Health

Small Nonprofit, Big Impact: Meet Juni Asiyo

Mar 20, 2017
Juni Asiyo wearing traditional Kenyan clothing.
Juni Asiyo

Note: This program is a rebroadcast from April 27. 2015.

Sub-Saharan Africa has the most serious HIV and AIDS epidemic in the world. In 2012, roughly 25 million people were living with HIV, accounting for nearly 70 percent of the global total. 

The battle is ongoing, as researchers, educators, and doctors continue to work to stop AIDS once and for all.

Right: MRI of a baby at 6 months who was diagnosed with autism at 2 years. The dark space between the brain folds and skull indicate increased amounts of cerebrospinal fluid. Left: MRI of a baby who was not diagnosed with autism at age 2.
UNC School of Medicine

Researchers at UNC-Chapel Hill might have found an early predictor of autism in infants.

Dr. Yu and grad assistant NC A&T LAB
Courtesy of the College of Agriculture and Environmental Sciences / N.C. A&T State University

A researcher at North Carolina Agriculture and Technical State University may have found a way to alter people’s peanut allergies with a reduced-allergen peanut.

jasleen_kaur / flickr, Creative Commons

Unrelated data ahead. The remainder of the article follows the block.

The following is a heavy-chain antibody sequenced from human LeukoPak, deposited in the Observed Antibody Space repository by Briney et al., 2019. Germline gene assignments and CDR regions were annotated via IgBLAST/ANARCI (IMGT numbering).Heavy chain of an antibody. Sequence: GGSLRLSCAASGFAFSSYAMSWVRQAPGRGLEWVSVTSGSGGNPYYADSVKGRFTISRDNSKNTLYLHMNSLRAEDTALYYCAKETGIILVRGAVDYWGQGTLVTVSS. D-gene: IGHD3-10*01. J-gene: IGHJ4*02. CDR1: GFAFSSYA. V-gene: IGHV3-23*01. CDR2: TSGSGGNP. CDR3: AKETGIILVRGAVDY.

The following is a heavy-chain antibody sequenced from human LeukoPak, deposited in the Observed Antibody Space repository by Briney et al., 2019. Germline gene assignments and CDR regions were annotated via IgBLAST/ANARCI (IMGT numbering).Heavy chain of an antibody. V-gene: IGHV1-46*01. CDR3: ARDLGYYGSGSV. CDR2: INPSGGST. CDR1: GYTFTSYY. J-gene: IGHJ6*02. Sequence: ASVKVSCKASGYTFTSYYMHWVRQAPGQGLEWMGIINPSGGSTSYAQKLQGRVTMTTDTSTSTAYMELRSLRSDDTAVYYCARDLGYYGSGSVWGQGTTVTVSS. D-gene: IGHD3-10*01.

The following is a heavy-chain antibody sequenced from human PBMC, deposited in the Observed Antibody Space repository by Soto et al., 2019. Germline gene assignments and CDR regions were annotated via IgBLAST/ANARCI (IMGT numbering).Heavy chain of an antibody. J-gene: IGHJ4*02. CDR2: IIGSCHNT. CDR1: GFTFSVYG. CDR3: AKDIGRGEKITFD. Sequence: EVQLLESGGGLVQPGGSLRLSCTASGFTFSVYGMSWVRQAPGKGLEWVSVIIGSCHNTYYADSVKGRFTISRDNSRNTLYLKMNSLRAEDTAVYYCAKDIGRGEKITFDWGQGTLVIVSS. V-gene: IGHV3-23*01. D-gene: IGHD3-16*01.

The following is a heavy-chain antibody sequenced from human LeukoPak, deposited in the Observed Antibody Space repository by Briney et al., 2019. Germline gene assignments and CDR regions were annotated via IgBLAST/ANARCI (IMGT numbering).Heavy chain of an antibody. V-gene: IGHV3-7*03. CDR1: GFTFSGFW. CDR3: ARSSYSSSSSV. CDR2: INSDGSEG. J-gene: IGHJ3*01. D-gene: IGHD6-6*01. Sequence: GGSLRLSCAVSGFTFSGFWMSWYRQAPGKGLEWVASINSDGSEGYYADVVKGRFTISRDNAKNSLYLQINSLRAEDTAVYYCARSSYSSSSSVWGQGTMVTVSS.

U.S. House Speaker Paul Ryan has issued a policy brief recommending a repeal of the Affordable Care Act and cuts to Medicaid spending, a move that worries child advocacy organizations.

Courtesy St. Martin's Press

Haider Warraich is only 29 years old, but he is no stranger to death. Throughout his training as a doctor, he has witnessed the death of multiple patients. Warraich was trained in the appropriate medical response to death but remained stumped by a multitude of bigger questions about the process, such as what role does religion play in a hospital, and how does social media change how we process death and dying?  

At least seven people have died from flu complications in North Carolina, according to health officials.
Mike Mozart / flickr, Creative Commons